UK - Buckinghamshire County Council has issued a formal tender for an investment consultant for its pension fund, the London Borough of Barnet has agreed a new investment strategy and UK pensioners living in certain countries have lost a battle to have their state pension up-rated.

IPE revealed in February that Buckinghamshire County Council was one of two local authorities reviewing investment consultancy contracts with Mercer, as part of the 'best value' regulations. (See earlier IPE article: Two UK authorities review Mercer contract)

Buckinghamshire is therefore re-tendering for investment consultancy services to its £1.3bn (€1.45bn) pension fund, which will include responsibilities such as fund manager monitoring, advice on general investment policy, advice on corporate governance and a strategic investment review.

The contract is for an initial period of three years starting in July 2010, with the option of two further extensions to a maximum contract of nine years.

The closing date for submissions is 27 April 2010, and further information can be obtained from the council's procurement department.

The pension fund committee for the London Borough of Barnet has agreed to alter the investment strategy of its £571m pension fund.

Following a report from its investment advisers JLT, the committee resolved to move the allocation of the fund from its existing 'balanced' mandate - through a majority allocation to funds run by Schroders and Newton - to a 70% diversified growth portfolio and a 30% corporate bonds allocation.

The review of the investment strategy was commissioned in July 2009 in response to analysis suggesting the fund's current asset allocation was "sub-optimal with respect to risk-adjusted return".

In its report, JLT - formerly HSBC Actuaries & Consultants - said the implementation would depend on whether the council would be required to conduct a full open tender, which could take several months, or whether they could simply alter the existing mandates with the current fund managers.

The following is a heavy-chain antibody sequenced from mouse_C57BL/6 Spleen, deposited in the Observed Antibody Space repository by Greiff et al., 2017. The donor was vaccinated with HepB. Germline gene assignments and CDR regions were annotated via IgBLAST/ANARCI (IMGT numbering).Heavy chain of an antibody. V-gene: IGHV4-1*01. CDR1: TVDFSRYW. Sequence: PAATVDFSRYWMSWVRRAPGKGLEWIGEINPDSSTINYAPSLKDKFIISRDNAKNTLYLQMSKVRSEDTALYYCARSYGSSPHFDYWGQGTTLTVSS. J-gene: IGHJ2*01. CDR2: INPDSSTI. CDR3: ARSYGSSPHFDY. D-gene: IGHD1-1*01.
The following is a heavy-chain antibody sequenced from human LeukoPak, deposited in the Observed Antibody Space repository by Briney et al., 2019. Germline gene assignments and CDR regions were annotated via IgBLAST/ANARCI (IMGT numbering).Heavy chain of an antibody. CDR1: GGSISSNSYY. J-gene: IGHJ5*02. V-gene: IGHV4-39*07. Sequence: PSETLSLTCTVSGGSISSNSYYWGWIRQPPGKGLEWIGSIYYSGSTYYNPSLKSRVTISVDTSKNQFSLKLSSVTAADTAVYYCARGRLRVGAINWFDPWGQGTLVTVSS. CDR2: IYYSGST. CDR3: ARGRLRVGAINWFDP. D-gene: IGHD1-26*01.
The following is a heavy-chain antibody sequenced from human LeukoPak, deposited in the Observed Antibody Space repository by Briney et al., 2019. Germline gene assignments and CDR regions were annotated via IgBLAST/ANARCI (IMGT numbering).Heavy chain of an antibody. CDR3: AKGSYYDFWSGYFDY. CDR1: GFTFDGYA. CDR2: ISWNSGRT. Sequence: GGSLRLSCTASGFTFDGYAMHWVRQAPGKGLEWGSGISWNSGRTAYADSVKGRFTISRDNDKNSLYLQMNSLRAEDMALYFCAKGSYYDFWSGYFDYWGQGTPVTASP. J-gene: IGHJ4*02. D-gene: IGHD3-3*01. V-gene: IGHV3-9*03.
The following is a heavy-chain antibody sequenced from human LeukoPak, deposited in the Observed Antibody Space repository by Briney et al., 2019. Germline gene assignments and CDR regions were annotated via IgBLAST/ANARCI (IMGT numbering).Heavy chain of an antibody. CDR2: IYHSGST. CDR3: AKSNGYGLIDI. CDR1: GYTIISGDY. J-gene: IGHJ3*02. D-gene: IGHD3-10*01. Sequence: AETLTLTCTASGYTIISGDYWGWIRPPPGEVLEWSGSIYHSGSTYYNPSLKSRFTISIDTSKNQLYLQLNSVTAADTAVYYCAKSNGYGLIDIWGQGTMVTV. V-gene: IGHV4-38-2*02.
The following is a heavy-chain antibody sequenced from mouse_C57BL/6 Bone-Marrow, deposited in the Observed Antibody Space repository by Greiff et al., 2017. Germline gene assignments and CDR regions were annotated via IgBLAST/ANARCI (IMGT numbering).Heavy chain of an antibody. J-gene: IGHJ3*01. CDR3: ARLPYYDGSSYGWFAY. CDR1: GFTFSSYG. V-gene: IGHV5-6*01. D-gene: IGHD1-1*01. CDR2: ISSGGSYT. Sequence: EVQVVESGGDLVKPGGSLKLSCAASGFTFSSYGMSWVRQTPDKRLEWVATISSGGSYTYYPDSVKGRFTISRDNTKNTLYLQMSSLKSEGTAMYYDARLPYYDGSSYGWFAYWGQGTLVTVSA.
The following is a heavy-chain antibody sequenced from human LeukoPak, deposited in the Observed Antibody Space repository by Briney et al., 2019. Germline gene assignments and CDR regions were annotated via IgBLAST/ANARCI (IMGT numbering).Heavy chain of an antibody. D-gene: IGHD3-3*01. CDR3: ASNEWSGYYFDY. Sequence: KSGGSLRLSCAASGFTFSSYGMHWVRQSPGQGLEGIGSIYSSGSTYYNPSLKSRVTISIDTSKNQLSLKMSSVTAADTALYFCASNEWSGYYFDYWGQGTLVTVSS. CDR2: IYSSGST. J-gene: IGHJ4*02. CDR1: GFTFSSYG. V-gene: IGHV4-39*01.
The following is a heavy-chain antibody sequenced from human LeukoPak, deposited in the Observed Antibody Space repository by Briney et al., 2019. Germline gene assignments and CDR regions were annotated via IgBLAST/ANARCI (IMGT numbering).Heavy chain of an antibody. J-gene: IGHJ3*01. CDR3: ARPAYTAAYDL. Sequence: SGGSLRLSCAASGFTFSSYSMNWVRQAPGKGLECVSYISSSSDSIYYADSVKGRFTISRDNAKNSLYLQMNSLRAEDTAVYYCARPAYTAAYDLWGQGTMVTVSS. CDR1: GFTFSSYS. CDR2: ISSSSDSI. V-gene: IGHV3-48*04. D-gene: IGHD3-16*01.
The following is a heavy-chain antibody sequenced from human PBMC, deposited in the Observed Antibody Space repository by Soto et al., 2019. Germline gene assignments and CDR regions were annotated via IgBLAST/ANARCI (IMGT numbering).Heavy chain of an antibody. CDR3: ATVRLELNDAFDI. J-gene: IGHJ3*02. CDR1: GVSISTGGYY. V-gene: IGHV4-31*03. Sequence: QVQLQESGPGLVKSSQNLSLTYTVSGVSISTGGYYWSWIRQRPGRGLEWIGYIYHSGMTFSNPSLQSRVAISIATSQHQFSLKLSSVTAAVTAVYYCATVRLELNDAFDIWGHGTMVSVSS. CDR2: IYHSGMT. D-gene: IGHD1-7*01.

The report noted the preferred option would be to amend the existing Investment Management Agreements (IMAs) with Newton and Schroders. To allow them to maintain the current value of their portfolios, the council could either rebalance the existing multi-asset brief so each manager's portfolio has a 70:30 split between growth and bonds, or it could place the 30% bond mandate with Schroders and allocate the diversified growth assets between the two managers but with a larger proportion to Newton.

Although the investment committee has now agreed the new strategy, it has commissioned JLT to meet with the fund managers and report back at the next meeting on the best way of implementing the changes.

Elsewhere, UK pensioners who opted to retire overseas have lost a case in the European Court of Human Rights (ECHR) to have their benefits index-linked, after they retired to countries where the level of their UK state pension is frozen.

Thirteen UK pensioners who retired to South Africa, Australia and Canada brought the case on the grounds that the UK government's refusal to index-link their pensions - which are frozen at the level set on the date they left the UK - was considered discrimination, as they had paid full National Insurance contributions but did not receive the same benefits as other pensioners.

However, ECHR ruled by a majority of 11 judges to six that the UK's policy was not discriminatory because the "complex and interlocking system of the benefits and taxation systems made it impossible to isolate the payment of NI contributions as a sufficient ground for equating the position of pensioners who received up-rating and those, like the applicants, who did not".

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